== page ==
Dr. Ryan Ridgway | Southwest Mobile Pet Care
Annual medical exams are important in maintaining good health and are often forgotten as many veterinarians have moved away from annual vaccinations. A year to our pets is much longer when you compare their lifespan to ours, and a lot more can change in their health in that time. For them, an annual exam is the same as a person going to their doctor every 5-10 years. As our pets age, annual exams become much more important so we can pick up early signs of age-related diseases.
Thanks to advancements in pet care and veterinary medicine, our pets are living longer than they ever have. Because of this, diseases due to age that were not common previously are being seen more often, the same as we see in people. These include kidney disease, diabetes, heart disease and arthritis to name a few. Sound familiar? How about mammary tumours and prostate cancer?
Annual exams are extremely important for detecting disease in its early (and more treatable) stages. With age, your pet’s organs, such as the liver and kidneys, begin to lose their ability to function from normal wear and tear. Most age related diseases develop slowly over time and only become readily apparent once the damage is severe. For many pets, these diseases are only picked up once the organs have failed enough that other signs such as hair loss or increased urination is noticed. Unfortunately, at this point our treatments are generally aimed at reducing the symptoms and preventing damage to the functioning parts of the organ. If it had been caught earlier by running medical tests, preventative measures could have been put in place and risk factors could have been minimized which would have slowed the progression and in some cases prevented the failure.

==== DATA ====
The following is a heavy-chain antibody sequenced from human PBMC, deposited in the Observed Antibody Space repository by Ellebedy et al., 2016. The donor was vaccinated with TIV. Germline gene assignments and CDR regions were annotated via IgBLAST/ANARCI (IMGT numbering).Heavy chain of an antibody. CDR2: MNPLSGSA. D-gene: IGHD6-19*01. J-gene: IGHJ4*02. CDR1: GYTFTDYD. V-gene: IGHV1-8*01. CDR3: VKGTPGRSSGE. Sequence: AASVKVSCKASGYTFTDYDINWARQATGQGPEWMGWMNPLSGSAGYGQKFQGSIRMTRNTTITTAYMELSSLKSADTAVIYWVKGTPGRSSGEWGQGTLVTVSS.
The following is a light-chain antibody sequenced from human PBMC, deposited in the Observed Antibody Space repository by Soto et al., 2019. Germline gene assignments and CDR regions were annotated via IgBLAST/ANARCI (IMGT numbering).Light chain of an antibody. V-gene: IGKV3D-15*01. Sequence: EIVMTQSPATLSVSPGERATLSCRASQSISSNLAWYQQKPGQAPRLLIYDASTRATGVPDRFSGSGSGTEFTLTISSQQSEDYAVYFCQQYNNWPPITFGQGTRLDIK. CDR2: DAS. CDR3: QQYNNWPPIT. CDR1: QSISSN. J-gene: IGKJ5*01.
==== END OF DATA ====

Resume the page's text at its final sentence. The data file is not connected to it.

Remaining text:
Your veterinarian and their staff are integral team members in your pet’s health. They have the expertise and education to ensure your pet is as healthy as possible. By thinking about the questions I outlined in a previous article before your pet’s annual visit, you can help your veterinarian determine any diagnostic tests that should be run before the disease gets too advanced. The earlier we are able to diagnose age-related diseases, the better; our treatments for age-related diseases generally rely on preventing damage to the healthy organs, rather than reversing it. So you can see why we would want to start treatments before there is too much damage.
Once your pet reaches their middle age, approximately 5-6 years depending on the breed, your veterinarian will likely begin promoting blood work, just like your doctor does for you. For wellness monitoring, blood and urine tests monitor your pet’s kidney and liver function as well as blood sugar levels. Annual blood work in older pets is the best way to make sure we get preventative treatments on board to maintain the organ’s health rather than dealing with symptoms. Not only can this save you expensive veterinary bills because your pet has to be hospitalized, but we can delay the onset of age-related diseases and in some cases, prevent them entirely.